Malaysia was accused last week of ‘playing volleyball’ with the lives of six trafficked Burmese children, one as young as 10, now being held in a Malaysian detention camp. The country’s track record on asylum seekers and trafficking victims has drawn widespread criticism, particularly last year following the arrest of several immigration officials on human trafficking charges.
Elaine Pearson, deputy director of the Asia division at Human Rights Watch (HRW), tells DVB that the situation for migrants in Malaysia remains bleak, with the government failing to take adequate steps to improve living conditions and stem the flow of human trafficking.
What effects will the recent crackdown in Malaysia have on the rights of Burmese migrants in the country?
In Malaysia, unfortunately the situation for migrants is quite dire, although there have been some improvements in terms of refugee protection. The [UN High Commissioner for Refugees] now has access to some of the detention camps that it didn’t have before. What we’re seeing is that round-ups of undocumented migrants are continuing, and people are being sent to these detention camps. Conditions in these detention camps are very bad; in fact so bad that some people have been dying of malnutrition and disease. And precisely because they are not deporting a lot of the Burmese to the Thai-Malaysia border anymore the conditions are actually over crowded.
How do you view the Malaysian response to the reclassification of Malaysia to a Tier 3 nation by the US state department?
I think it’s a reflection that in Malaysia, Burmese migrants are extremely vulnerable, not only to traffickers and forced labour in the country but also to the complicity of government officials that are actually involved in that trafficking. So Malaysia was put in Tier 3 because there was this US senate foreign relations committee report on the trafficking of migrants at the border. And what that report found was that actually immigration officials are complicit in handing migrants directly over to traffickers at the border. When they get to the border they are basically given a choice either to pay money or else be sold onto a fishing boat or on to a brothel if they’re a woman. So you know really we have done a lot of interviews ourselves in Malaysia where migrants have talked about this problem and talked about how they have had to pay really quite large sums of money in order to return to Malaysia.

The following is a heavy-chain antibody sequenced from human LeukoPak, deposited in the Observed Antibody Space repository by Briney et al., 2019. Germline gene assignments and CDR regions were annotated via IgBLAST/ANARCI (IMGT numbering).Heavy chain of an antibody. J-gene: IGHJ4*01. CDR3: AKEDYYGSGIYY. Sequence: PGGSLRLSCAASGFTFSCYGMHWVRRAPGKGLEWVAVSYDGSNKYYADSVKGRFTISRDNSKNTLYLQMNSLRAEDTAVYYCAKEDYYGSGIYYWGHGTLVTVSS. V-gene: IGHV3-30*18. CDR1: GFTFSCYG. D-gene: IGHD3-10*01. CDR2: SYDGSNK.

So the Malsyian government has taken some steps to address trafficking; they now have a new trafficking law which is quite comprehensive and there have been some moves to prosecute officials. So there have been investigations into corrupt immigration officials in some of these cases; however really we feel that this has to go a lot further. We want to see convictions of the government officials that are involved in those abuses and we also want to ensure at the same time that there are legal opportunities for Burmese to remain in Malaysia otherwise they are all forced into this very vulnerable situation where they are liable to be trafficked or otherwise exploited because there aren’t enough opportunities legally to remain in Malaysia.
Do you think that Malaysia should cease its guest worker program [where employers legally ‘sponsor’ migrants to work] or try and assimilate refugees instead of getting more guest workers?
Well, I think the guest worker program needs to be reformed in certain ways so that it provides basic labour protections to workers. There are a lot of problems in that it doesn’t cover certain sectors of work for people from certain countries but we feel at the same time there needs to be better refugee protection. Those who come to Malaysia in an undocumented fashion but do have legitimate claims to refugee status; they should be able to work in Malaysia and Malaysia should consider not only resettling them to third countries but enabling them to stay in Malaysia in a stable way for a longer period of time.
What in your view can nations like Malaysia, Thailand and Bangladesh do with regards to the Rohingya?
Well HRW issued a report about the Rohingya back in the 1990s and last year we issued another report on the Rohingya and I was very sad to say that basically the conditions in Malaysia have not really changed. Really the Malaysian government has to recognise that there are serious concerns for the Rohingya’s safety inside Burma so these people do have a legitimate claim to refugee status and we would like to see Malaysia sign on to the refugee convention. We would also like to see other nations that are affected to actually increase their standards of protection for people fleeing situations of persecution.
Do you think a third nation should start taking Rohingya in as refugees?
Absolutely, we think there should be opportunities for Rohingya to register their claims as refugees, which at the moment they experience difficulties in doing so in Malaysia, but we also feel that the Malaysian government should be providing refugees in Malaysia with better protection. While there have been some improvements, there is really such a long way to go for Malaysia to fulfil international standards. So now you have the refugee agency actually able to go and register people in detention centres. But Malaysia really needs to take it to the next step of providing protection to people who are in the country.